thanks to Microsoft’s strict guidelines. They have allowed a couple more
pre-installed apps from manufacturers this time round though, and HTC is hoping its
offerings will help differentiate it.

The two most prominent apps
are the updated HTC Hub and the brand new HTC Watch. The Hub is where users can
go to get all their social networking updates in one place, plus news, stock
market prices and much more. It’s a slick app, though we did notice a delay in
the content loading, which could be down to the lack of RAM (though admittedly the Wi-Fi connection at the launch event was not lightening fast either).

HTC Watch, which we first
saw on the Sensation, will give users of the Radar access to thousands of TV
shows and films, but how many will want to pay for the films to watch on the 3.8in
screen is debatable.

The Radar, which will come in Active White or Metal Grey, is a phone which
has all the basics in place: decent screen, five megapixel camera, WP7 Mango
software and a nice aluminium unibody feel. The problem is that we’ve seen
this dozens of times before with Android and 1st gen Windows Phone handsets and the Radar looks as if it’s
12-18 months out of date. Add to that the slowish processor and low RAM, and it
could be a phone that slips under many people’s Radar.

We test every mobile phone we review thoroughly. We use industry standard tests to compare features properly and we use the phone as our main device over the review period. We’ll always tell you what we find and we never, ever, accept money to review a product.

Find out more about how we test in our ethics policy.

Used as our main phone for the review period

Reviewed using respected industry benchmarks and real world testing

Always has a SIM card installed

Tested with phone calls, games and popular apps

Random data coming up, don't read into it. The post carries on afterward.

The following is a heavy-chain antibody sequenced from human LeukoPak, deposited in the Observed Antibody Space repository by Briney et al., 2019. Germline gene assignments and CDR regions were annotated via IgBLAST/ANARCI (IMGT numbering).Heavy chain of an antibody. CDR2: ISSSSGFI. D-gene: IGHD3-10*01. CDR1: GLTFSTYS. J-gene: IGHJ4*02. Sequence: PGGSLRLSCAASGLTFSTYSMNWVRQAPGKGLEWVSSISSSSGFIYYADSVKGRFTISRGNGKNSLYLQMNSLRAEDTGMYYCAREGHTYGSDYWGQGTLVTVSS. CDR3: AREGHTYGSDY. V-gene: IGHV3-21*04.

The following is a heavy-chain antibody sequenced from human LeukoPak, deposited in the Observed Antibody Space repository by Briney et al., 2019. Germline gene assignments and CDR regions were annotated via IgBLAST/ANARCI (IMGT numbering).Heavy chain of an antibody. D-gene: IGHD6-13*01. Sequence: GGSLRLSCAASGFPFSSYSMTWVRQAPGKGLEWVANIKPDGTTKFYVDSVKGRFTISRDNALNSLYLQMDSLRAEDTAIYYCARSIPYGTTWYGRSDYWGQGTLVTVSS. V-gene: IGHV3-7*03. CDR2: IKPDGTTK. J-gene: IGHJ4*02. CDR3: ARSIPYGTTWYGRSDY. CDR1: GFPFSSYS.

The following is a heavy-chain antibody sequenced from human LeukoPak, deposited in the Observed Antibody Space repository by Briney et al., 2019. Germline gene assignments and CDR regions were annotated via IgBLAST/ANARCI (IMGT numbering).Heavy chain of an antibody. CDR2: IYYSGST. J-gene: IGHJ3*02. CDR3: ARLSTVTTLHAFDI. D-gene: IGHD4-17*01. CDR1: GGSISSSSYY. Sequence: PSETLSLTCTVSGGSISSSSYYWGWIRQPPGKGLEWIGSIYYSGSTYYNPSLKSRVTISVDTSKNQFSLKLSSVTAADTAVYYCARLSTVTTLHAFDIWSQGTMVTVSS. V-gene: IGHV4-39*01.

Trusted Score


Operating System Windows Phone
Height (Millimeter) 120.5mm
Width (Millimeter) 61.5mm
Depth (Millimeter) 10.9mm
Weight (Gram) 137g
Available Colours Active White, Metal Grey


Screen Size (inches) (Inch) 3.8in
Screen Resolution 480x800
Touchscreen Yes


Camera (Megapixel) 5.0 Megapixel
Front Facing Camera (Megapixel) 1.3 Megapixel
Camera Flash LED


Bluetooth Yes
WiFi Yes
3G/4G Yes
3.5mm Headphone Jack Yes
Charging/Computer Connection Yes

Processor and Internal Specs



App Store Yes

Why trust our journalism?

Founded in 2004, Trusted Reviews exists to give our readers thorough, unbiased and independent advice on what to buy.

Today, we have millions of users a month from around the world, and assess more than 1,000 products a year.

author icon

Editorial independence

Editorial independence means being able to give an unbiased verdict about a product or company, with the avoidance of conflicts of interest. To ensure this is possible, every member of the editorial staff follows a clear code of conduct.

author icon

Professional conduct

We also expect our journalists to follow clear ethical standards in their work. Our staff members must strive for honesty and accuracy in everything they do. We follow the IPSO Editors’ code of practice to underpin these standards.